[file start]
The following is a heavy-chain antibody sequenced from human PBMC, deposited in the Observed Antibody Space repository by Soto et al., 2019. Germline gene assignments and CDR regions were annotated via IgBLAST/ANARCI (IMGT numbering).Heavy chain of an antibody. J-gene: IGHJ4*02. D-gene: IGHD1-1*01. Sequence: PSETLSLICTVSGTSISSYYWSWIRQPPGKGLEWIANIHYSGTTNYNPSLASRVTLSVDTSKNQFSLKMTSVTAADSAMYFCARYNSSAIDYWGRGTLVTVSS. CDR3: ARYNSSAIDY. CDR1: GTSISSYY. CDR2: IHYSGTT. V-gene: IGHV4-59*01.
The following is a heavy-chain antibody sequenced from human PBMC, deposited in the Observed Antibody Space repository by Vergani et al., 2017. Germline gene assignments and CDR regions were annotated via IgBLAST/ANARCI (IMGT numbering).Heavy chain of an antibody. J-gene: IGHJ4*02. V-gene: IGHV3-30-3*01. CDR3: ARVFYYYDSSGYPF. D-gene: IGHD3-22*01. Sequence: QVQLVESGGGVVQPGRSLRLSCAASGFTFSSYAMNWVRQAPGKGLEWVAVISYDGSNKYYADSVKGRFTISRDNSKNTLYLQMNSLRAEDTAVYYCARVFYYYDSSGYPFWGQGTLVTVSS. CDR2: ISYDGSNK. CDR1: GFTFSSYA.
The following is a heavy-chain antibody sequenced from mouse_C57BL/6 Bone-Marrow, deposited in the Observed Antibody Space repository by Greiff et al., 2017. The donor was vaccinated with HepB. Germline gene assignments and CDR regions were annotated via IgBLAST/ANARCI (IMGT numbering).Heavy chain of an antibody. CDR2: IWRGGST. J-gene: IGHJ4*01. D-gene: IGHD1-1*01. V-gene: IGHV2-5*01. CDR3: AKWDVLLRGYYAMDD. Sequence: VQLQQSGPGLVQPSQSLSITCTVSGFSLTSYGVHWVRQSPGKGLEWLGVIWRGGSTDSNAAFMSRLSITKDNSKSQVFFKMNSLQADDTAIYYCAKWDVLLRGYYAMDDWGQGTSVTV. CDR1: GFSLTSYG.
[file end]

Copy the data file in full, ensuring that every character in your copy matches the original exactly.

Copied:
The following is a heavy-chain antibody sequenced from human PBMC, deposited in the Observed Antibody Space repository by Soto et al., 2019. Germline gene assignments and CDR regions were annotated via IgBLAST/ANARCI (IMGT numbering).Heavy chain of an antibody. J-gene: IGHJ4*02. D-gene: IGHD1-1*01. Sequence: PSETLSLICTVSGTSISSYYWSWIRQPPGKGLEWIANIHYSGTTNYNPSLASRVTLSVDTSKNQFSLKMTSVTAADSAMYFCARYNSSAIDYWGRGTLVTVSS. CDR3: ARYNSSAIDY. CDR1: GTSISSYY. CDR2: IHYSGTT. V-gene: IGHV4-59*01.
The following is a heavy-chain antibody sequenced from human PBMC, deposited in the Observed Antibody Space repository by Vergani et al., 2017. Germline gene assignments and CDR regions were annotated via IgBLAST/ANARCI (IMGT numbering).Heavy chain of an antibody. J-gene: IGHJ4*02. V-gene: IGHV3-30-3*01. CDR3: ARVFYYYDSSGYPF. D-gene: IGHD3-22*01. Sequence: QVQLVESGGGVVQPGRSLRLSCAASGFTFSSYAMNWVRQAPGKGLEWVAVISYDGSNKYYADSVKGRFTISRDNSKNTLYLQMNSLRAEDTAVYYCARVFYYYDSSGYPFWGQGTLVTVSS. CDR2: ISYDGSNK. CDR1: GFTFSSYA.
The following is a heavy-chain antibody sequenced from mouse_C57BL/6 Bone-Marrow, deposited in the Observed Antibody Space repository by Greiff et al., 2017. The donor was vaccinated with HepB. Germline gene assignments and CDR regions were annotated via IgBLAST/ANARCI (IMGT numbering).Heavy chain of an antibody. CDR2: IWRGGST. J-gene: IGHJ4*01. D-gene: IGHD1-1*01. V-gene: IGHV2-5*01. CDR3: AKWDVLLRGYYAMDD. Sequence: VQLQQSGPGLVQPSQSLSITCTVSGFSLTSYGVHWVRQSPGKGLEWLGVIWRGGSTDSNAAFMSRLSITKDNSKSQVFFKMNSLQADDTAIYYCAKWDVLLRGYYAMDDWGQGTSVTV. CDR1: GFSLTSYG.